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Taxation and Domestic Free Trade

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Abstract

In this paper it is argued that the domestic division of labor and trade is organized according to the same principle as the international division of labor and trade – the Ricardian comparative advantages. After all, the ultimate source of these comparative advantages is the individual. The comparative advantages of individuals then lend themselves to groups of people, companies, regions and countries. It is these that make it worthwhile for people to cooperate on any larger scale at all; we all rely on them and they imply that there is room for everyone in society. But just as tariffs ruin the international division of labor, taxes and similar domestic government interventionism destroy the domestic division of labor among people. This is illustrated by means of the ‘division of labor condition’, where taxes enter as a possible restriction to trade, thus creating a Darwinist society of the survival of the fittest. The least productive individuals and those who face the highest barriers to trade run the risk of ending up on the outskirts of society. The more productive ones will run the risk of overreaching as they are forced to perform more and more tasks themselves. The result is not only more home labor and more black markets, but also real barter and situations where nothing gets done at all. To restore the division of labor, and to make room for everyone who wants to participate in it, it is argued that removing barriers to domestic trade is the only possible option.

Suggested Citation

  • Johnsson, Richard, 2004. "Taxation and Domestic Free Trade," Ratio Working Papers 40, The Ratio Institute, revised 07 Jun 2004.
  • Handle: RePEc:hhs:ratioi:0040
    Note: The publication refers to a Swedish version of the paper.
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    File URL: http://www.ratio.se/pdf/wp/rj_domestic.pdf
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    Cited by:

    1. Johnsson, Richard, 2004. "Economic Freedom in Sweden 1950-2002," Ratio Working Papers 55, The Ratio Institute.

    More about this item

    Keywords

    Division of labor; Comparative Advantage; Trade; Productivity; Growth; Taxes; Unemployment; Household Labor; Informal economy;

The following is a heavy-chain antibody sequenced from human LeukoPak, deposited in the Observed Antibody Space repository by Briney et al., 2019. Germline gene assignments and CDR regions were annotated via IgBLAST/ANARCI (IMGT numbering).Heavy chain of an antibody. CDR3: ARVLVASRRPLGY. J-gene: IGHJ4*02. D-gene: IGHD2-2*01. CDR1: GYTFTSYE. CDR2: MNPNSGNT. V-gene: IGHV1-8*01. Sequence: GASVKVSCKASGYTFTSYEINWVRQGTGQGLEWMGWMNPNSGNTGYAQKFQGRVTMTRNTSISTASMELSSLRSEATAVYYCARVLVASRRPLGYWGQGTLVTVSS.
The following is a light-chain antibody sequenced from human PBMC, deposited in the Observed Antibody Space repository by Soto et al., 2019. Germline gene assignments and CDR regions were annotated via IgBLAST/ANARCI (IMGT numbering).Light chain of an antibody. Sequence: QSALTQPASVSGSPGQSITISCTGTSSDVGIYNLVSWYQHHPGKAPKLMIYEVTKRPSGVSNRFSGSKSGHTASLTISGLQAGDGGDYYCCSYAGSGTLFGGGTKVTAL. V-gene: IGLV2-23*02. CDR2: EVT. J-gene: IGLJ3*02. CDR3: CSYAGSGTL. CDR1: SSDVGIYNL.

JEL classification:

    • B30 - Schools of Economic Thought and Methodology - - History of Economic Thought: Individuals - - - General
    • B53 - Schools of Economic Thought and Methodology - - Current Heterodox Approaches - - - Austrian
    • D13 - Microeconomics - - Household Behavior - - - Household Production and Intrahouse Allocation
    • D31 - Microeconomics - - Distribution - - - Personal Income and Wealth Distribution
    • D51 - Microeconomics - - General Equilibrium and Disequilibrium - - - Exchange and Production Economies
    • D60 - Microeconomics - - Welfare Economics - - - General
    • D70 - Microeconomics - - Analysis of Collective Decision-Making - - - General
    • E23 - Macroeconomics and Monetary Economics - - Consumption, Saving, Production, Employment, and Investment - - - Production
    • E24 - Macroeconomics and Monetary Economics - - Consumption, Saving, Production, Employment, and Investment - - - Employment; Unemployment; Wages; Intergenerational Income Distribution; Aggregate Human Capital; Aggregate Labor Productivity
    • E31 - Macroeconomics and Monetary Economics - - Prices, Business Fluctuations, and Cycles - - - Price Level; Inflation; Deflation
    • E60 - Macroeconomics and Monetary Economics - - Macroeconomic Policy, Macroeconomic Aspects of Public Finance, and General Outlook - - - General
    • F00 - International Economics - - General - - - General
    • F10 - International Economics - - Trade - - - General
    • F20 - International Economics - - International Factor Movements and International Business - - - General
    • F40 - International Economics - - Macroeconomic Aspects of International Trade and Finance - - - General
    • H20 - Public Economics - - Taxation, Subsidies, and Revenue - - - General
    • H30 - Public Economics - - Fiscal Policies and Behavior of Economic Agents - - - General
    • J22 - Labor and Demographic Economics - - Demand and Supply of Labor - - - Time Allocation and Labor Supply
    • J23 - Labor and Demographic Economics - - Demand and Supply of Labor - - - Labor Demand
    • J24 - Labor and Demographic Economics - - Demand and Supply of Labor - - - Human Capital; Skills; Occupational Choice; Labor Productivity
    • J31 - Labor and Demographic Economics - - Wages, Compensation, and Labor Costs - - - Wage Level and Structure; Wage Differentials
    • J38 - Labor and Demographic Economics - - Wages, Compensation, and Labor Costs - - - Public Policy
    • J44 - Labor and Demographic Economics - - Particular Labor Markets - - - Professional Labor Markets and Occupations
    • J60 - Labor and Demographic Economics - - Mobility, Unemployment, Vacancies, and Immigrant Workers - - - General
    • O11 - Economic Development, Innovation, Technological Change, and Growth - - Economic Development - - - Macroeconomic Analyses of Economic Development
    • O12 - Economic Development, Innovation, Technological Change, and Growth - - Economic Development - - - Microeconomic Analyses of Economic Development
    • O13 - Economic Development, Innovation, Technological Change, and Growth - - Economic Development - - - Agriculture; Natural Resources; Environment; Other Primary Products
    • O40 - Economic Development, Innovation, Technological Change, and Growth - - Economic Growth and Aggregate Productivity - - - General
    • P16 - Economic Systems - - Capitalist Systems - - - Political Economy of Capitalism

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